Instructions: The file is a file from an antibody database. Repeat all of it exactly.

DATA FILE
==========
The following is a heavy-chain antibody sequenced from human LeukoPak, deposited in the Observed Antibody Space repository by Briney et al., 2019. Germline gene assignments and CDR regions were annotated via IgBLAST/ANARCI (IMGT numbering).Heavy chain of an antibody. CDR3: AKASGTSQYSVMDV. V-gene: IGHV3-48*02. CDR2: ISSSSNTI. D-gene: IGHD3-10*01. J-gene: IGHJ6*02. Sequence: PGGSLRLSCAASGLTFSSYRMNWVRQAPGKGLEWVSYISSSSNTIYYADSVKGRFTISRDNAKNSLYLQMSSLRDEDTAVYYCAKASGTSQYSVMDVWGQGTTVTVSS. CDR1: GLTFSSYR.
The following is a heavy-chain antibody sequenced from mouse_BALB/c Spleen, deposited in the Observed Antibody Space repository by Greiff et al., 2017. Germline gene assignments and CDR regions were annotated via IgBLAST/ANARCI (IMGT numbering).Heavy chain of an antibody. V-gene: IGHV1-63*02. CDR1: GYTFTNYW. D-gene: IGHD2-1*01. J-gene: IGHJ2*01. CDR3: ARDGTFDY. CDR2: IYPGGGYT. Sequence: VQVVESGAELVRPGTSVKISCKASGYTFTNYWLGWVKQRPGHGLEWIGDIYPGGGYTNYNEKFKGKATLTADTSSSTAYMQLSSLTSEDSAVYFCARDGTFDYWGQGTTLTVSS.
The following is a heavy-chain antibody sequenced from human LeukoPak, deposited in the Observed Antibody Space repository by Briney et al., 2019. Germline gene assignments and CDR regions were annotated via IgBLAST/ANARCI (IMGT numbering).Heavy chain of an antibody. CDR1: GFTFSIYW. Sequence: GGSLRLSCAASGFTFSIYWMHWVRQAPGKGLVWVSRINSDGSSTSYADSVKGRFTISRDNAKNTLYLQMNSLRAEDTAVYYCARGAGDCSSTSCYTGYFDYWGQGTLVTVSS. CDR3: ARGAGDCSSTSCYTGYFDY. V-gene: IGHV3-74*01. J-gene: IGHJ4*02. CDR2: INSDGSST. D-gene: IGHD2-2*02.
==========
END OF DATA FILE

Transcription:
The following is a heavy-chain antibody sequenced from human LeukoPak, deposited in the Observed Antibody Space repository by Briney et al., 2019. Germline gene assignments and CDR regions were annotated via IgBLAST/ANARCI (IMGT numbering).Heavy chain of an antibody. CDR3: AKASGTSQYSVMDV. V-gene: IGHV3-48*02. CDR2: ISSSSNTI. D-gene: IGHD3-10*01. J-gene: IGHJ6*02. Sequence: PGGSLRLSCAASGLTFSSYRMNWVRQAPGKGLEWVSYISSSSNTIYYADSVKGRFTISRDNAKNSLYLQMSSLRDEDTAVYYCAKASGTSQYSVMDVWGQGTTVTVSS. CDR1: GLTFSSYR.
The following is a heavy-chain antibody sequenced from mouse_BALB/c Spleen, deposited in the Observed Antibody Space repository by Greiff et al., 2017. Germline gene assignments and CDR regions were annotated via IgBLAST/ANARCI (IMGT numbering).Heavy chain of an antibody. V-gene: IGHV1-63*02. CDR1: GYTFTNYW. D-gene: IGHD2-1*01. J-gene: IGHJ2*01. CDR3: ARDGTFDY. CDR2: IYPGGGYT. Sequence: VQVVESGAELVRPGTSVKISCKASGYTFTNYWLGWVKQRPGHGLEWIGDIYPGGGYTNYNEKFKGKATLTADTSSSTAYMQLSSLTSEDSAVYFCARDGTFDYWGQGTTLTVSS.
The following is a heavy-chain antibody sequenced from human LeukoPak, deposited in the Observed Antibody Space repository by Briney et al., 2019. Germline gene assignments and CDR regions were annotated via IgBLAST/ANARCI (IMGT numbering).Heavy chain of an antibody. CDR1: GFTFSIYW. Sequence: GGSLRLSCAASGFTFSIYWMHWVRQAPGKGLVWVSRINSDGSSTSYADSVKGRFTISRDNAKNTLYLQMNSLRAEDTAVYYCARGAGDCSSTSCYTGYFDYWGQGTLVTVSS. CDR3: ARGAGDCSSTSCYTGYFDY. V-gene: IGHV3-74*01. J-gene: IGHJ4*02. CDR2: INSDGSST. D-gene: IGHD2-2*02.